Language: Mandarin Chinese
Source: Classical literature


Yatarakū fadu is the Manchu word for a flint striking pouch. 1

Yataraku fadu

Yatarakū fadu


It is a small fire making pouch customarily worn by Tibetans, Manchus, Mongolians and other outdoorsy people in and around the Qing dynasty Chinese empire and the Himalayas.

The pouch carried flint and tinder while the curved iron bottom of the pouch was used to strike the flint to create sparks.


huǒliénbāo with a piece of flint

In other languages

Page from the Qing "Five Language Mirror" of 1790:

Wuti Qingwen Jian

From top to bottom:

Manchu: yatarakū fadu
Tibetan: me-khug
Manchu pronunciation of Tibetan
Mongolian: ketebči
Uygur: čāxmāq katāčī
Manchu pronunciation of Uygur
Chinese: Huǒ lián bāo (火䥥包2


Related terms

Hirha: "Flint" (Chinese: Huǒ shí (火石))
Šašun: "Tinder" (Chinese: Huǒ róng (火絨))
Yatarambi: "To strike fire" (Chinese: Dǎ huǒ (打火3

Mongolian trousse setA Mongolian knife set with a matching fire striking pouch.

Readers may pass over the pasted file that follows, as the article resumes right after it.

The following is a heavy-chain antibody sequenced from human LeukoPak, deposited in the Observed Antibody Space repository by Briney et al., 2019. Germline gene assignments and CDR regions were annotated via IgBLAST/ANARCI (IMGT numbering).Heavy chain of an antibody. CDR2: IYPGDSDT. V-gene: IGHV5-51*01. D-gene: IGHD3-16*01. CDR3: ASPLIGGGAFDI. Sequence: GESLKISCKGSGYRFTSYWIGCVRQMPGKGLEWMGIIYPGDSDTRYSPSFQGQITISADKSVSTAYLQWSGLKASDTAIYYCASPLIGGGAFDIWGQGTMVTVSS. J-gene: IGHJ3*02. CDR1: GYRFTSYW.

1. Tongwen Guanghui Quanshu (同文廣彙全書) or "Enlarged and complete dictionary" of 1704. A Qing imperial dictionary in Chinese and Manchu, each entry double-checked and approved by the Kangxi emperor.
2. Wuti Qingwen Jian (五體清文鑑)or "Five Languages Mirror", a Qing imperial dictionary in Manchu, Mongolian, Uighur, Tibetan and Chinese of 1790. Commissioned by and published under the Qianlong emperor. Page 3284. Chapter 21; Clothing and jewelry.
3. Tongwen Guanghui Quanshu (同文廣彙全書) or "Enlarged and complete dictionary" of 1704.

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Such rings were worn by Qing dynasty "bannermen" as a sign of their status as a conquest elite.


With designs of four dragons in scrollwork around a "wish-granting-jewel"


Constructed out of dense hardwood and with fine mother-of-pearl inlays in the Vietnamese fashion.


An almost textbook example of a silver-plated kalasan.


With exceptionally wide blade, forged with a hardened leading edge.


In original condition and period finish. Some losses, no repairs.